11. Toxicological effects of malachite green on mammals and other animals Malachite green is environmentally persistent and acutely toxic to a wide range of aquatic and terrestrial animals. It causes serious public health hazards and also poses potential environmental problem. Both clinical and experimental observations reported so far reveal that malachite green is a multi-organ toxin. Desciens and Bablet (1994) found renal changes in rabbit following repeated oral dosing of this dye. It decreases food intake, growth and fertility rates; causes damage to liver, spleen, kidney and heart; inicts lesions on skin, eyes, lungs and bones; and produces teratogenic effects in rats and mice (Werth and Boiteaux, 1967, 1968; Culp et al., 1999). Apoptosis in the transitional epithelium of the urinary bladder and thyroid follicles was also observed in MG fed mice (Culp et al., 1999). Clemmensen et al. (1984) observed no systemic effects in rats following dermal application of the dye. However, long-term (28 days) treatment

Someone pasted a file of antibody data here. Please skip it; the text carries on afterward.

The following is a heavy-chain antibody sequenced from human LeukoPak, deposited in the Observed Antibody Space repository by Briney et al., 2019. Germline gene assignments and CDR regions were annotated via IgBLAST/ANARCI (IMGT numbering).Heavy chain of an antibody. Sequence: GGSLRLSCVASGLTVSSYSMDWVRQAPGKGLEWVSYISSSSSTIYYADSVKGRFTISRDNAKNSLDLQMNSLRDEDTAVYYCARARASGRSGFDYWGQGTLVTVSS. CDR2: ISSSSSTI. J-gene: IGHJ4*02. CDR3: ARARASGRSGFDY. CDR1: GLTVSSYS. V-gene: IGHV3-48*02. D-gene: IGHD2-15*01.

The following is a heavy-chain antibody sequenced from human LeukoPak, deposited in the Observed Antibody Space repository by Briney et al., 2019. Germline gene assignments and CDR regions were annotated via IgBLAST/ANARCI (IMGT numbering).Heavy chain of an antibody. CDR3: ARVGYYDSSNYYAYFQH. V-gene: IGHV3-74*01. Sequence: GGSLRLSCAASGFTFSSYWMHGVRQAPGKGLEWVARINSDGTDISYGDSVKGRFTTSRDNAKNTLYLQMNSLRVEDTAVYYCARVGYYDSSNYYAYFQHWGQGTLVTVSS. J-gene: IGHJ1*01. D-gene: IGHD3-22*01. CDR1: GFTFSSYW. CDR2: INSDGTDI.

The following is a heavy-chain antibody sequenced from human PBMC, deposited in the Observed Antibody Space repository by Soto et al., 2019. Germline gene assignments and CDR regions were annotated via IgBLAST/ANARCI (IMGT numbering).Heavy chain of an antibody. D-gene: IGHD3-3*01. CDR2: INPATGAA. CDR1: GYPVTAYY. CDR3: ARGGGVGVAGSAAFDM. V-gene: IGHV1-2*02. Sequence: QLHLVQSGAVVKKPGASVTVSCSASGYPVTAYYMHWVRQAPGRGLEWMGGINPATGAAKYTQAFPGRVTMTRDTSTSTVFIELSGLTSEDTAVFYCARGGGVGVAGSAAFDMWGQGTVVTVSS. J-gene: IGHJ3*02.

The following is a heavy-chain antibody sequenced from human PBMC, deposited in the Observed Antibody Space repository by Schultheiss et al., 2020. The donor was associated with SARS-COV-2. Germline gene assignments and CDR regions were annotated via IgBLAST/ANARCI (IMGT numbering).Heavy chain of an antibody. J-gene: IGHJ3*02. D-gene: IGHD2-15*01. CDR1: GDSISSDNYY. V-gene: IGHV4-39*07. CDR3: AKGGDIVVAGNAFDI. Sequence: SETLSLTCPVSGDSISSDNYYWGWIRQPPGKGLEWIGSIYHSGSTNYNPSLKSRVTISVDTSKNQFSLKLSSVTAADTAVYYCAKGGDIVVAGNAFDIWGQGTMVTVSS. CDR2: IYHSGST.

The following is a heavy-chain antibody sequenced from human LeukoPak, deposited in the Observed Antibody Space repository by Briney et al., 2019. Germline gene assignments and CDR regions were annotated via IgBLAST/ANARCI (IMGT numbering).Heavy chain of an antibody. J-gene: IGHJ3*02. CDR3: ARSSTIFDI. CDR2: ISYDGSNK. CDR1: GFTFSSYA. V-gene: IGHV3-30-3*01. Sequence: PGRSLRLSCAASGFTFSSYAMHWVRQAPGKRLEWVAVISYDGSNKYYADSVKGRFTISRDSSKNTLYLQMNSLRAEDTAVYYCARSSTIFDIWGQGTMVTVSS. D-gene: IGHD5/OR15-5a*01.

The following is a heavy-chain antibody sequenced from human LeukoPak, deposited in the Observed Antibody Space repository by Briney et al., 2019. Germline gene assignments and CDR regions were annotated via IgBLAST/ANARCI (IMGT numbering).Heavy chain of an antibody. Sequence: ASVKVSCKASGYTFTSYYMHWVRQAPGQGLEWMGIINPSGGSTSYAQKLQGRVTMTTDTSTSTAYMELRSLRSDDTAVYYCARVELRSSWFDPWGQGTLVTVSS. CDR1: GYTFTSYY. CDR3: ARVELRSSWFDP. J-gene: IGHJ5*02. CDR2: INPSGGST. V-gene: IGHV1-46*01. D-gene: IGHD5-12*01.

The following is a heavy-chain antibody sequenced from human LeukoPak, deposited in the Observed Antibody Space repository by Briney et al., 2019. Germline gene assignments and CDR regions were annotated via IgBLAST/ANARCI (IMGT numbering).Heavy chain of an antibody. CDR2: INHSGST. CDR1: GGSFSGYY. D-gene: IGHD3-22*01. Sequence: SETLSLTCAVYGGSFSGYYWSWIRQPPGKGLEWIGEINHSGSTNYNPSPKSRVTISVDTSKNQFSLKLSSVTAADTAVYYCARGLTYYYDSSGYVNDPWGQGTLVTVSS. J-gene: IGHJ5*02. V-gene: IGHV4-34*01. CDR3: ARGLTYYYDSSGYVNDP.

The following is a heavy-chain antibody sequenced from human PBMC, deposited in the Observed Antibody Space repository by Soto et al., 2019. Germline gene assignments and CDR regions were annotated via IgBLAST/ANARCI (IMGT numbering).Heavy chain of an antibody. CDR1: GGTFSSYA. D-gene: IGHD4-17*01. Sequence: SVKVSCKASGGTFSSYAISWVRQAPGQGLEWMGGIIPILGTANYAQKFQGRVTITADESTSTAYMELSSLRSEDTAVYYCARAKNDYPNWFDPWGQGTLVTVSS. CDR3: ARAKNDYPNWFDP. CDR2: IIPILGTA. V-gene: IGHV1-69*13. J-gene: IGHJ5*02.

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chlorine dioxide (Chen et al., 2001) and hydrogen peroxide (Yamamoto et al., 2001), that have been found to control fungal infections in sh and sh eggs as effectively as MG. Humic acid has also been evaluated as an alternative disinfectant (Heidrich et al., 1999). Moreover, some bacterial isolates from diseased carp and trouts have been found to be resistant to MG (Prasenjit et al., 2001). It is, therefore, timely to explore further the potential of these alternatives for the eventual complete replacement of MG. Until then, its use in aquaculture should be limited to when it is an absolute necessity; and then only with extreme care within the safe concentration. Its use should be restricted to eggs and fry (Guandalini et al., 1998). In tropical countries, the most suitable time for applying MG to a pond should also be carefully considered. Early morning treatment, when water temperature is not too high, is recommended. During peak summer months, the exposure time for MG treatment should be decreased (Chinabut, 1995). The use of MG should also be avoided with scaleless sh, since they are more vulnerable to this dye (Chinabut, 1995). It has been observed that stress modulates the response of an animal to toxic substances (Pottinger and Calder, 1995). It is, therefore, suggested that sh should be subjected to minimum disturbance and handling while being exposed to MG. We should also explore ways to remove excess MG left in large ponds after treatment. Activated carbon may facilitate the removal of MG from sh farms (Aitcheson et al., 2000); and its use should be avoided in all other industries.